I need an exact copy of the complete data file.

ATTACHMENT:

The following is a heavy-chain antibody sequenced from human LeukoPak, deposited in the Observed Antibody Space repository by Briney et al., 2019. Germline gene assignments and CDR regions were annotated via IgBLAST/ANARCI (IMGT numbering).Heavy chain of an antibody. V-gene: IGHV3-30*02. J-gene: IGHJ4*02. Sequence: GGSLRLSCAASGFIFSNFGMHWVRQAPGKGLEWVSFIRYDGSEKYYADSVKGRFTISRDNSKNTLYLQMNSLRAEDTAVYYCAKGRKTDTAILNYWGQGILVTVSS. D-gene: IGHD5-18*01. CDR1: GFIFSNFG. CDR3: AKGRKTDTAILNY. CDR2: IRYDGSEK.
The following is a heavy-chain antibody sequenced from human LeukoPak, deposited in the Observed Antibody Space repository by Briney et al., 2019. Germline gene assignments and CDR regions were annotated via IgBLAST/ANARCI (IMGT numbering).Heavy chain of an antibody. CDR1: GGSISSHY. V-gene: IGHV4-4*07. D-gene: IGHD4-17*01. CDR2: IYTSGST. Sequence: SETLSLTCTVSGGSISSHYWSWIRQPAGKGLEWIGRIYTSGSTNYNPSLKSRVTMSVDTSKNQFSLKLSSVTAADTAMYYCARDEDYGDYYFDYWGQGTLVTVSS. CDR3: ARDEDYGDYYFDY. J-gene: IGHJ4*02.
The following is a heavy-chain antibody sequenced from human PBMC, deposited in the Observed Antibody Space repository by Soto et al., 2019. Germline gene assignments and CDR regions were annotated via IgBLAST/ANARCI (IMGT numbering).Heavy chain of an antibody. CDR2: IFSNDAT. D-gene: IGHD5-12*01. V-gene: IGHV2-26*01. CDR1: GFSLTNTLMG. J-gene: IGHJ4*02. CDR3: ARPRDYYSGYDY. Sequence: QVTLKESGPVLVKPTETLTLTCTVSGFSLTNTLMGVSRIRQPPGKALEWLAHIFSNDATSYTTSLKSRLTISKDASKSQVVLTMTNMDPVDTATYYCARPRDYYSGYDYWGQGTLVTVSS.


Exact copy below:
The following is a heavy-chain antibody sequenced from human LeukoPak, deposited in the Observed Antibody Space repository by Briney et al., 2019. Germline gene assignments and CDR regions were annotated via IgBLAST/ANARCI (IMGT numbering).Heavy chain of an antibody. V-gene: IGHV3-30*02. J-gene: IGHJ4*02. Sequence: GGSLRLSCAASGFIFSNFGMHWVRQAPGKGLEWVSFIRYDGSEKYYADSVKGRFTISRDNSKNTLYLQMNSLRAEDTAVYYCAKGRKTDTAILNYWGQGILVTVSS. D-gene: IGHD5-18*01. CDR1: GFIFSNFG. CDR3: AKGRKTDTAILNY. CDR2: IRYDGSEK.
The following is a heavy-chain antibody sequenced from human LeukoPak, deposited in the Observed Antibody Space repository by Briney et al., 2019. Germline gene assignments and CDR regions were annotated via IgBLAST/ANARCI (IMGT numbering).Heavy chain of an antibody. CDR1: GGSISSHY. V-gene: IGHV4-4*07. D-gene: IGHD4-17*01. CDR2: IYTSGST. Sequence: SETLSLTCTVSGGSISSHYWSWIRQPAGKGLEWIGRIYTSGSTNYNPSLKSRVTMSVDTSKNQFSLKLSSVTAADTAMYYCARDEDYGDYYFDYWGQGTLVTVSS. CDR3: ARDEDYGDYYFDY. J-gene: IGHJ4*02.
The following is a heavy-chain antibody sequenced from human PBMC, deposited in the Observed Antibody Space repository by Soto et al., 2019. Germline gene assignments and CDR regions were annotated via IgBLAST/ANARCI (IMGT numbering).Heavy chain of an antibody. CDR2: IFSNDAT. D-gene: IGHD5-12*01. V-gene: IGHV2-26*01. CDR1: GFSLTNTLMG. J-gene: IGHJ4*02. CDR3: ARPRDYYSGYDY. Sequence: QVTLKESGPVLVKPTETLTLTCTVSGFSLTNTLMGVSRIRQPPGKALEWLAHIFSNDATSYTTSLKSRLTISKDASKSQVVLTMTNMDPVDTATYYCARPRDYYSGYDYWGQGTLVTVSS.